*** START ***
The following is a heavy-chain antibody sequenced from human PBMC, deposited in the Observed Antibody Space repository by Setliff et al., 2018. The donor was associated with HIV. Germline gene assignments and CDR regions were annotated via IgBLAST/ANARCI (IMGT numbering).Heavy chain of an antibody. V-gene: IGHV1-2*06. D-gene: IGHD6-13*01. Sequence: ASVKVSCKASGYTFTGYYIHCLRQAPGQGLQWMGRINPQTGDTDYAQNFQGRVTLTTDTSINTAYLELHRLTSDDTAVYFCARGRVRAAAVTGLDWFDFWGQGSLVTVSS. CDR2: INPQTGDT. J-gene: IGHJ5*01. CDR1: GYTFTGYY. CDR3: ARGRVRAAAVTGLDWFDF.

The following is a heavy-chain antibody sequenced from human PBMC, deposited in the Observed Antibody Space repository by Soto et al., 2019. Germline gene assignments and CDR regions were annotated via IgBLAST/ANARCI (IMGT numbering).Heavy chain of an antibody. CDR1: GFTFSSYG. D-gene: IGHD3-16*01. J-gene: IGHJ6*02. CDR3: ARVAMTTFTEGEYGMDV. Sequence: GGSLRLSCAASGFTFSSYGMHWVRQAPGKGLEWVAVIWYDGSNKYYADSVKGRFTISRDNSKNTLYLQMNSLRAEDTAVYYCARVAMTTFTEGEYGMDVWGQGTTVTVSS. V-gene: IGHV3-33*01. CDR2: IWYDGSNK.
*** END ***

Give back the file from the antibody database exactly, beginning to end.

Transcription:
The following is a heavy-chain antibody sequenced from human PBMC, deposited in the Observed Antibody Space repository by Setliff et al., 2018. The donor was associated with HIV. Germline gene assignments and CDR regions were annotated via IgBLAST/ANARCI (IMGT numbering).Heavy chain of an antibody. V-gene: IGHV1-2*06. D-gene: IGHD6-13*01. Sequence: ASVKVSCKASGYTFTGYYIHCLRQAPGQGLQWMGRINPQTGDTDYAQNFQGRVTLTTDTSINTAYLELHRLTSDDTAVYFCARGRVRAAAVTGLDWFDFWGQGSLVTVSS. CDR2: INPQTGDT. J-gene: IGHJ5*01. CDR1: GYTFTGYY. CDR3: ARGRVRAAAVTGLDWFDF.

The following is a heavy-chain antibody sequenced from human PBMC, deposited in the Observed Antibody Space repository by Soto et al., 2019. Germline gene assignments and CDR regions were annotated via IgBLAST/ANARCI (IMGT numbering).Heavy chain of an antibody. CDR1: GFTFSSYG. D-gene: IGHD3-16*01. J-gene: IGHJ6*02. CDR3: ARVAMTTFTEGEYGMDV. Sequence: GGSLRLSCAASGFTFSSYGMHWVRQAPGKGLEWVAVIWYDGSNKYYADSVKGRFTISRDNSKNTLYLQMNSLRAEDTAVYYCARVAMTTFTEGEYGMDVWGQGTTVTVSS. V-gene: IGHV3-33*01. CDR2: IWYDGSNK.